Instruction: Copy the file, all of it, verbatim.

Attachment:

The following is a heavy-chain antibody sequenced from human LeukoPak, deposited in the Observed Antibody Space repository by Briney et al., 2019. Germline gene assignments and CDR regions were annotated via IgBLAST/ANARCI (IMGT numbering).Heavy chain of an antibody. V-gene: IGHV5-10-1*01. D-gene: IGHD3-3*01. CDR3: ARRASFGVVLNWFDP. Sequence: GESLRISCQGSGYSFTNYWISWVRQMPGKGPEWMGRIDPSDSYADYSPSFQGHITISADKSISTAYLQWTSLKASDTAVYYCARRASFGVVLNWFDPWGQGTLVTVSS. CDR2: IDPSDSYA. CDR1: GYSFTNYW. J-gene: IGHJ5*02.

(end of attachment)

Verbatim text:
The following is a heavy-chain antibody sequenced from human LeukoPak, deposited in the Observed Antibody Space repository by Briney et al., 2019. Germline gene assignments and CDR regions were annotated via IgBLAST/ANARCI (IMGT numbering).Heavy chain of an antibody. V-gene: IGHV5-10-1*01. D-gene: IGHD3-3*01. CDR3: ARRASFGVVLNWFDP. Sequence: GESLRISCQGSGYSFTNYWISWVRQMPGKGPEWMGRIDPSDSYADYSPSFQGHITISADKSISTAYLQWTSLKASDTAVYYCARRASFGVVLNWFDPWGQGTLVTVSS. CDR2: IDPSDSYA. CDR1: GYSFTNYW. J-gene: IGHJ5*02.